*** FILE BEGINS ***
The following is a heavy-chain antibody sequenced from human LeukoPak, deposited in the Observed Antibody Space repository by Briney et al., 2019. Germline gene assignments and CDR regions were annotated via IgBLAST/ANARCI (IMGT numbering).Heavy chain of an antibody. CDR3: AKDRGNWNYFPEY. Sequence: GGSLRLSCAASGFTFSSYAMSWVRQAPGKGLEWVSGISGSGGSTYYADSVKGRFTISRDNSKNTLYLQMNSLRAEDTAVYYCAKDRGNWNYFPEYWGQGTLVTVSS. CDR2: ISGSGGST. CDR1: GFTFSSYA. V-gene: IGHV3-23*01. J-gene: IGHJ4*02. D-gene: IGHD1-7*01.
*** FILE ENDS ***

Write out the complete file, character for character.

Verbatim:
The following is a heavy-chain antibody sequenced from human LeukoPak, deposited in the Observed Antibody Space repository by Briney et al., 2019. Germline gene assignments and CDR regions were annotated via IgBLAST/ANARCI (IMGT numbering).Heavy chain of an antibody. CDR3: AKDRGNWNYFPEY. Sequence: GGSLRLSCAASGFTFSSYAMSWVRQAPGKGLEWVSGISGSGGSTYYADSVKGRFTISRDNSKNTLYLQMNSLRAEDTAVYYCAKDRGNWNYFPEYWGQGTLVTVSS. CDR2: ISGSGGST. CDR1: GFTFSSYA. V-gene: IGHV3-23*01. J-gene: IGHJ4*02. D-gene: IGHD1-7*01.